Electronic supplementary material
Additional file 1: Supplementary table. Summary of GEO submission of 202 microarrays used in this paper and clinical data of the patients in this study.(XLS 70 KB)
Additional file 2: Figure S1. The complete cluster diagram of all 146 patients using the 1195 gene. MetScore-associated gene list. (PDF 692 KB)
Additional file 3: Figure S2. Univariate Kaplan-Meier survival plots for patients stratified using the VEGF profile based upon rank order expression on the A-B) UNC training data set, C-D) NKI test data set, E-F) Bhattacharjee et al  lung carcinoma data set, and G-H) Nutt et al  glioblastoma data set. (PDF 284 KB)
Authors’ original submitted files for images
Below are the links to the authors’ original submitted files for images.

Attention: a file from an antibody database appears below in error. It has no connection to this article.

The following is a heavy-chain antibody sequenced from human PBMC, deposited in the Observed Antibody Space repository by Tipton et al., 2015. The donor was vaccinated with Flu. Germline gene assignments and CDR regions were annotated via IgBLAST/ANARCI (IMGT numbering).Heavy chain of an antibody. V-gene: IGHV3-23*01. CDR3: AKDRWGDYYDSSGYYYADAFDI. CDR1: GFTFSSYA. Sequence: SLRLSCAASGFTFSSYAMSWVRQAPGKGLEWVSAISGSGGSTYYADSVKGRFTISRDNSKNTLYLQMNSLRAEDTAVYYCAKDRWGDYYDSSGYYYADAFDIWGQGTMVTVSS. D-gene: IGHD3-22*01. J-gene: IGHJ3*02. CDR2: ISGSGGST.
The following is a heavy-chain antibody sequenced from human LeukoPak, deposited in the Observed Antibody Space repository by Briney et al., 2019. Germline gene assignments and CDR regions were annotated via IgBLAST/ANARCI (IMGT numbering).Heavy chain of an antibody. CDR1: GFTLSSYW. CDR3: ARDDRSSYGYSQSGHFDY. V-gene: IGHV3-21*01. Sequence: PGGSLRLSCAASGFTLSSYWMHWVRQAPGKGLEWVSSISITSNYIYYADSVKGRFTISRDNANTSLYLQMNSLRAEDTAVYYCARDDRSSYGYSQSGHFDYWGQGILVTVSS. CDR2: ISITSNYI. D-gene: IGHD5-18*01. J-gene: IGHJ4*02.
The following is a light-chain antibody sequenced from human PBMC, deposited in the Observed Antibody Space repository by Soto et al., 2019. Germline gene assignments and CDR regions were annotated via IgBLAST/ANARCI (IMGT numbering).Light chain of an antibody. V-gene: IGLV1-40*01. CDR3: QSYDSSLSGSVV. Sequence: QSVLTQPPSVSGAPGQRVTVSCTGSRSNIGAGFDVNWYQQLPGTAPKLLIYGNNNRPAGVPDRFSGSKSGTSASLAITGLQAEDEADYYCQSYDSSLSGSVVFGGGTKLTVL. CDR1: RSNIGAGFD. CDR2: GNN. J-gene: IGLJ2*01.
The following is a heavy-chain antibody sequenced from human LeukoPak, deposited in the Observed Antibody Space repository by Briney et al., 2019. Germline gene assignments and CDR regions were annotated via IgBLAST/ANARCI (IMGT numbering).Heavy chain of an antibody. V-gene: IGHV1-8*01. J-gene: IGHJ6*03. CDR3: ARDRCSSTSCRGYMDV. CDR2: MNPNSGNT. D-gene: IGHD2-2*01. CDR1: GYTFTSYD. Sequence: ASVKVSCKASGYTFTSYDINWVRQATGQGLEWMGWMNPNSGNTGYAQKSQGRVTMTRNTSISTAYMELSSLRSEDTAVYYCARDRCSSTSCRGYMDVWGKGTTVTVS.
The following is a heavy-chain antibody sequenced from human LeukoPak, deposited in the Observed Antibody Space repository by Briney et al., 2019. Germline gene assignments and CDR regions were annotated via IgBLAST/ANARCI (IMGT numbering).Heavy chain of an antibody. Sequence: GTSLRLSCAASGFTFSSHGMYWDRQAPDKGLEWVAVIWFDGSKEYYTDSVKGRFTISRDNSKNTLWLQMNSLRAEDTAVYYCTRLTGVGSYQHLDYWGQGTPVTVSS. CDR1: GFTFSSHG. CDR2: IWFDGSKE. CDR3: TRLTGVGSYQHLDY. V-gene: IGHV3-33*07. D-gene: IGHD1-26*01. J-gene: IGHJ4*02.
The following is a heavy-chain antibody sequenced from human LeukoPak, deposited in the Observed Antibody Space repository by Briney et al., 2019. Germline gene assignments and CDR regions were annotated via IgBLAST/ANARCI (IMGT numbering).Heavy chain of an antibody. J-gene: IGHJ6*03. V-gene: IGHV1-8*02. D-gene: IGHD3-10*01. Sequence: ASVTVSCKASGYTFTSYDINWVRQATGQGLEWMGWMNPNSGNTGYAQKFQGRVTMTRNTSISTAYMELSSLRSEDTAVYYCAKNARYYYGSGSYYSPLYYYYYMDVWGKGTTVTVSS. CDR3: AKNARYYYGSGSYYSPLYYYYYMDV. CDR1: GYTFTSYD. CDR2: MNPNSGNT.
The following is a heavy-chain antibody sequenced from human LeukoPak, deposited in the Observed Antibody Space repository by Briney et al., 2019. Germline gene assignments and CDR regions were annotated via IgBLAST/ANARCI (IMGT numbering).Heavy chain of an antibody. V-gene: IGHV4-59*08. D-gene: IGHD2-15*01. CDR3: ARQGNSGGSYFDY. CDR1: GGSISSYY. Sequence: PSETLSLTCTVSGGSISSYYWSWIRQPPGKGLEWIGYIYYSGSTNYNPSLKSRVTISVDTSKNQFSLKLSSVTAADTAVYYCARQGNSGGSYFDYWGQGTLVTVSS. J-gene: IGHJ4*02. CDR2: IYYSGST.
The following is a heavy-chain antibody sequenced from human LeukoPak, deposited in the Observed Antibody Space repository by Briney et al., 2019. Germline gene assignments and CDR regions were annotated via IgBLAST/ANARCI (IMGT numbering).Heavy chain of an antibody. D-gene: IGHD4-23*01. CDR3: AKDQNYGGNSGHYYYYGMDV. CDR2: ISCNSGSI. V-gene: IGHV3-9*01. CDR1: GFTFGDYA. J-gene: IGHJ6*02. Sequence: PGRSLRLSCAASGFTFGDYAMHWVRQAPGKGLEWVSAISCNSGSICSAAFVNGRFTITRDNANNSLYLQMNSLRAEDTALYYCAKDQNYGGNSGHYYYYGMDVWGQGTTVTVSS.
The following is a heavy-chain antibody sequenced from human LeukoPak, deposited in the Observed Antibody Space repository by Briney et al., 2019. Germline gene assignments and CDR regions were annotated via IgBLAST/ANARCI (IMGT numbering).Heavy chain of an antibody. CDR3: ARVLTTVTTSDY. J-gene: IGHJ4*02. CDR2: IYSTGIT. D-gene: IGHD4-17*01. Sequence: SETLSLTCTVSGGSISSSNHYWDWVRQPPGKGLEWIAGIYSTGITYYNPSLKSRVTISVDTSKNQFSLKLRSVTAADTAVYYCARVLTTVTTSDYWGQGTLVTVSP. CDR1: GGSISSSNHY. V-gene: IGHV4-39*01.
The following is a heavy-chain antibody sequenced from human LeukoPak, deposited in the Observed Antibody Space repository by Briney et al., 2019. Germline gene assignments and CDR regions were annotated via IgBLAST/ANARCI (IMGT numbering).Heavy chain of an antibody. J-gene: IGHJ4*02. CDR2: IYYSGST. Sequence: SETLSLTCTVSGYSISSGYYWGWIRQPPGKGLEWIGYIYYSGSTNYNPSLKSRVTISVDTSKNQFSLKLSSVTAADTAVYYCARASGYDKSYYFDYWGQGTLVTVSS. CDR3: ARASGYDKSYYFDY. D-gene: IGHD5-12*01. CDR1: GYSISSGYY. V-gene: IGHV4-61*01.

Rights and permissions
Open Access This article is published under license to BioMed Central Ltd. This is an Open Access article is distributed under the terms of the Creative Commons Attribution License ( https://creativecommons.org/licenses/by/2.0 ), which permits unrestricted use, distribution, and reproduction in any medium, provided the original work is properly cited.
About this article
Cite this article
Hu, Z., Fan, C., Livasy, C. et al. A compact VEGF signature associated with distant metastases and poor outcomes. BMC Med 7, 9 (2009). https://doi.org/10.1186/1741-7015-7-9
- Vascular Endothelial Growth Factor
- Vascular Endothelial Growth Factor Signature
- Intrinsic Subtype
- Fibroblast Activation Protein
- Regional Metastasis